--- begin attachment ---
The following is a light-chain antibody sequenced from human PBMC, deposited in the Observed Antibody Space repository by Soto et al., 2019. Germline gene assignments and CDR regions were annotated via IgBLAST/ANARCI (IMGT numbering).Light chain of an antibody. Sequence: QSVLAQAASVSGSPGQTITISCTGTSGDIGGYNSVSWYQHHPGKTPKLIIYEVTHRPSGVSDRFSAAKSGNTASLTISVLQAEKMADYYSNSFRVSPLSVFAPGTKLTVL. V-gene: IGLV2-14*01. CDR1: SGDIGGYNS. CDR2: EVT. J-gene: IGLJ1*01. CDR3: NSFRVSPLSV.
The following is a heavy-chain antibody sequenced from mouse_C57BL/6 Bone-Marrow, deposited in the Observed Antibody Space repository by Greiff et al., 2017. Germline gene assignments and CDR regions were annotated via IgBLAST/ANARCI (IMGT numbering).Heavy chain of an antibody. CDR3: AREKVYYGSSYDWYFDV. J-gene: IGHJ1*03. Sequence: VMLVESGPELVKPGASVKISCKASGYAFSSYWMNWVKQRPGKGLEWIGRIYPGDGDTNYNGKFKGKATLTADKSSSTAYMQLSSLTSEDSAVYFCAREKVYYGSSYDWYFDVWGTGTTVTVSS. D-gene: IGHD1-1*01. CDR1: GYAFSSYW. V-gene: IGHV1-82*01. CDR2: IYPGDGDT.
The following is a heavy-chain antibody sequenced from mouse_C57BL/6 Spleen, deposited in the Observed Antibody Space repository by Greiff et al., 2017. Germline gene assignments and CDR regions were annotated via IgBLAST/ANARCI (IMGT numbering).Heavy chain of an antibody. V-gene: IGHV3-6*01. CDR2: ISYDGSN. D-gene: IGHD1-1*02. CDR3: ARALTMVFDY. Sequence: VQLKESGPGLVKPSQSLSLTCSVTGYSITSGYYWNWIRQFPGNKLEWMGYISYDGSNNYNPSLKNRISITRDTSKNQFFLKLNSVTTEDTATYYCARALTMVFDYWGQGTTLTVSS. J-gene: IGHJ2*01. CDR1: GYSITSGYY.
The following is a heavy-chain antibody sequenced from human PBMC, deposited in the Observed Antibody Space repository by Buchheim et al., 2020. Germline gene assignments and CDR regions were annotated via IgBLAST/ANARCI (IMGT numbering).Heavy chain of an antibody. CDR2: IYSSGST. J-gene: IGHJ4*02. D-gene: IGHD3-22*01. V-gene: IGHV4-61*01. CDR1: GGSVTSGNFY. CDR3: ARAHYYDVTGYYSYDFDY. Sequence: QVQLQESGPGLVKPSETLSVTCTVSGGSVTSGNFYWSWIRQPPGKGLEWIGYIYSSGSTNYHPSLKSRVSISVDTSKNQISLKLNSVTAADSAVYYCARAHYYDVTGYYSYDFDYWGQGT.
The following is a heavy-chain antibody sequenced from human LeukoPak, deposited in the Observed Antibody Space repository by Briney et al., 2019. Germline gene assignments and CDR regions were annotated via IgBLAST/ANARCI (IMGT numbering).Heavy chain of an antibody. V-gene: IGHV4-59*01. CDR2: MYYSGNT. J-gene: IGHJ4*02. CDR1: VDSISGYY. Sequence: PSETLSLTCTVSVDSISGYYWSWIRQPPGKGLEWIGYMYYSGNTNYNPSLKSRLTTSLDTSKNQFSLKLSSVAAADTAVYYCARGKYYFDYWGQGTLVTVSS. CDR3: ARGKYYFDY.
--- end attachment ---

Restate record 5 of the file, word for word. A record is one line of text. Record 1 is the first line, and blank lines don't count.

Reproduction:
The following is a heavy-chain antibody sequenced from human LeukoPak, deposited in the Observed Antibody Space repository by Briney et al., 2019. Germline gene assignments and CDR regions were annotated via IgBLAST/ANARCI (IMGT numbering).Heavy chain of an antibody. V-gene: IGHV4-59*01. CDR2: MYYSGNT. J-gene: IGHJ4*02. CDR1: VDSISGYY. Sequence: PSETLSLTCTVSVDSISGYYWSWIRQPPGKGLEWIGYMYYSGNTNYNPSLKSRLTTSLDTSKNQFSLKLSSVAAADTAVYYCARGKYYFDYWGQGTLVTVSS. CDR3: ARGKYYFDY.